“Confusion heard his voice, and wild uproar stood ruled, stood vast infinitude confined; till at his second bidding darkness fled, light shone, and order from disorder sprung.” John Milton, Paradise Lost
Whilst Brexit is certainly by no means comparable to the earth’s creation as described by John Milton, there is an increasing sense of desperation, on both sides of the Brexit debate, that suggests that there is not going to be a salvation from the confusion that currently reigns. It is hard to see either Theresa May or Michel Barnier playing the “God role”, causing “wild uproar” to be “stood ruled” and leading us to path from where order can spring.
So, where exactly does the current Brexit negotiation stand?
From the EU standpoint, virtually all of the meaningful proposals made by the UK have been rejected, although there is a palpable feeling of some softening from Michel Barnier, the EU’s negotiator-in-chief, as though he finally senses what has been obvious to many for a long time– time is running out.
The UK’s position is straight out of an episode of “Yes Prime Minister”. A lame duck Prime Minister, with the vaguest of Brexit plans, clinging to power, aided and abetted by the DUP (with their own agenda), whose assistance she required following a disastrous election campaign, that whittled away her comfortable majority in the House Commons, that had been thrust upon her by the resignation of her predecessor David Cameron, who had just lost the Brexit vote, that he had promised to the country in the last election, as a cunning plan to silence the Euro-sceptic wing of his party!
As cunning plans go, that’s definitely not “as cunning as a fox who’s just been appointed Professor of Cunning at Oxford University” (to borrow and misuse a quote from Edmund Blackadder, Blackadder Series 4)
We currently have a “half in, half out” proposal whereby the UK remains part of the customs union in respect of trade I goods, but leaves altogether with regards to services, with a special carve out to that for the City of London who will still have free access to the common market. This was the deal brokered by the Prime Minister at Chequers and, so far has the support of her Cabinet alone, although it took 2 high profile resignations (David Davis and Boris Johnston, the latter whose motives and plans remain unrevealed) from the Cabinet to get to that point.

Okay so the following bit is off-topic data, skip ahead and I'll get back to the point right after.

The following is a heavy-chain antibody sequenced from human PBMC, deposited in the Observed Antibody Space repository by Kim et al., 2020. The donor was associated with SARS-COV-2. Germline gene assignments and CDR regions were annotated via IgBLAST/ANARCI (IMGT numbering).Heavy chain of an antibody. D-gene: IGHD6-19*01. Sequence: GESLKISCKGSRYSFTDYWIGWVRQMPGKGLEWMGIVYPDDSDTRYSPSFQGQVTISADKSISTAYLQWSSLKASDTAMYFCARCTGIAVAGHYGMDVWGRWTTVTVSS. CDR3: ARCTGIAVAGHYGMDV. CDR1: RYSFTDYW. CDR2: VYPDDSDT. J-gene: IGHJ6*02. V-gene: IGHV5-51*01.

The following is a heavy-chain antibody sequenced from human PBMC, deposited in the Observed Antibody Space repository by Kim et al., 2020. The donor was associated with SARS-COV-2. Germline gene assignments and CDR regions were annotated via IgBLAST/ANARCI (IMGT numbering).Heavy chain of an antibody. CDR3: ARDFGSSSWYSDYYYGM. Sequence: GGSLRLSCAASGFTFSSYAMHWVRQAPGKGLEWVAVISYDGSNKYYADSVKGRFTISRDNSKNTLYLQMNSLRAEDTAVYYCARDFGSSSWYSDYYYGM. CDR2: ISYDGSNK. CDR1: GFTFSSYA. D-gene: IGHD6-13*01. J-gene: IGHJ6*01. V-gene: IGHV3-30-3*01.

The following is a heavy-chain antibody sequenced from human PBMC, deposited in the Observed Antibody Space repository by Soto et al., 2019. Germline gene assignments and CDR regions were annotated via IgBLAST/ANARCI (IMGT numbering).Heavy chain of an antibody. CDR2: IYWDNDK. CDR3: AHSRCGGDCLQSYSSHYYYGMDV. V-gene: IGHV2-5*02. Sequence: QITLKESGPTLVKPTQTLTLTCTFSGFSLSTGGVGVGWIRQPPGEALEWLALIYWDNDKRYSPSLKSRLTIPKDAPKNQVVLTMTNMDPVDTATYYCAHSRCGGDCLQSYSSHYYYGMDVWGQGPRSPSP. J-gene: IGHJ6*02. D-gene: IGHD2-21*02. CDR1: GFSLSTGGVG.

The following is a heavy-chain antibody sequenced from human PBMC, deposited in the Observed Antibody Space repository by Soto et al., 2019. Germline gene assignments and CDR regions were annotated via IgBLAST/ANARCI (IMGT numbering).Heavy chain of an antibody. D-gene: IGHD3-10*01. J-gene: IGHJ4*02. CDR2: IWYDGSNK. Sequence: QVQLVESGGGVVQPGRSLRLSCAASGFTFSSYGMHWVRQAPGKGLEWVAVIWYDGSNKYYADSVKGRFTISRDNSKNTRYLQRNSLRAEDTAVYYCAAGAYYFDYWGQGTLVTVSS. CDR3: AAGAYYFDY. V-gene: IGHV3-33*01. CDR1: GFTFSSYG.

Much cold water has been poured upon that proposal by the EU who, until very recently, seemed determined to punish the UK for daring to leave the club and to make an example of her, to anyone else who might be considering the same.
In the meantime, Parliament has succeeded in securing the right to vote on the acceptance or rejection of any deal finally agreed between Theresa May and Michel Barnier, which some are seeing as the final opportunity to bring down the whole Brexit process.
Clamours for a second referendum are growing all of the time, although there is some evidence to suggest that the leave side of argument has if anything hardened over the course of the past 2 years.
The “Irish Question” remains unanswered, although it is hard to understand why this, and many other issues that are simply a question of 2 unilateral decisions, remain so. If the UK wants an open border then it simply needs to state that as far as it is concerned there will be no hard border at the UK. What the EU then does is up to them.
The effort to gain consensus between 2 diametrically opposed sides is what gives rise to the confusion. There are simply many irreconcilable differences and the sooner that is recognised, the sooner both sides can focus on the ones that can be reconciled.
March 29th 2019 is a mere heartbeat away and with each week that passes without agreement on the things that can be agreed the more likely we are to see a “hard” Brexit.
In our weekly group wide discussions on global macro-economic and political issues we all concurred that markets are not currently pricing in a hard Brexit. The confidence in the UK economy, expressed by the Governor of the Bank of England in announcing a quarter point rise in interest rates, with a modest, but upbeat, assessment as to growth prospects, also suggests that the Brexit factor is not as big an issue as some might believe.
In my view this shows a blind faith in the ability of the parties to reach agreement and unless we see a continuing change of stance from Michel Barnier, mirrored by Theresa May, I am finding it increasingly difficult to see (paraphrasing) a “light shining, and order springing from disorder.”
Download: Weekly Comment – August 17 2018 – AB